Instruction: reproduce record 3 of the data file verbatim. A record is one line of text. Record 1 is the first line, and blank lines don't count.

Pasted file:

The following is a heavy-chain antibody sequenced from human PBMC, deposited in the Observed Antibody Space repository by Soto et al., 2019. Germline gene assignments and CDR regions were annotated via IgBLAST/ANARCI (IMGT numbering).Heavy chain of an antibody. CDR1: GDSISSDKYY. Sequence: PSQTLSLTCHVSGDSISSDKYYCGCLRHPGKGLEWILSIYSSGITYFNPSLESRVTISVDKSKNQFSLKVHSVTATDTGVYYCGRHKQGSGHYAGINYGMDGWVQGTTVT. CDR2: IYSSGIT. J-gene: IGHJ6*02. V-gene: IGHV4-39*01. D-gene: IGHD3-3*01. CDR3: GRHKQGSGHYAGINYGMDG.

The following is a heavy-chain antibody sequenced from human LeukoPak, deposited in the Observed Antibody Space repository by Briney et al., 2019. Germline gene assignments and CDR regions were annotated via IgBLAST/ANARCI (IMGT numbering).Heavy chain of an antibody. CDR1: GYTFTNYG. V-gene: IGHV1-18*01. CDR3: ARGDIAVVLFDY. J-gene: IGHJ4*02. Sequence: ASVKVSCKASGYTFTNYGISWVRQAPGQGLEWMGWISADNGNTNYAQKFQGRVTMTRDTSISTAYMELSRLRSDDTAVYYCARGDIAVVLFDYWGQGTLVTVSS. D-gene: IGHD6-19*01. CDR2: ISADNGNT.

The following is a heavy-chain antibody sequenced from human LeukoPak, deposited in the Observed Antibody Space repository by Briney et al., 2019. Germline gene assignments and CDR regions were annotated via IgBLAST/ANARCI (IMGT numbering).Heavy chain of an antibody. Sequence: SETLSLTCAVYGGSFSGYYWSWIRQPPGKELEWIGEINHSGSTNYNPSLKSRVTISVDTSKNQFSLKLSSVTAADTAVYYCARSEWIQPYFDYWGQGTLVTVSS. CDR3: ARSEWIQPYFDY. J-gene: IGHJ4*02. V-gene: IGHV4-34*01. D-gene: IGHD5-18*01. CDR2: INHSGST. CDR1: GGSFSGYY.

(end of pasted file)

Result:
The following is a heavy-chain antibody sequenced from human LeukoPak, deposited in the Observed Antibody Space repository by Briney et al., 2019. Germline gene assignments and CDR regions were annotated via IgBLAST/ANARCI (IMGT numbering).Heavy chain of an antibody. Sequence: SETLSLTCAVYGGSFSGYYWSWIRQPPGKELEWIGEINHSGSTNYNPSLKSRVTISVDTSKNQFSLKLSSVTAADTAVYYCARSEWIQPYFDYWGQGTLVTVSS. CDR3: ARSEWIQPYFDY. J-gene: IGHJ4*02. V-gene: IGHV4-34*01. D-gene: IGHD5-18*01. CDR2: INHSGST. CDR1: GGSFSGYY.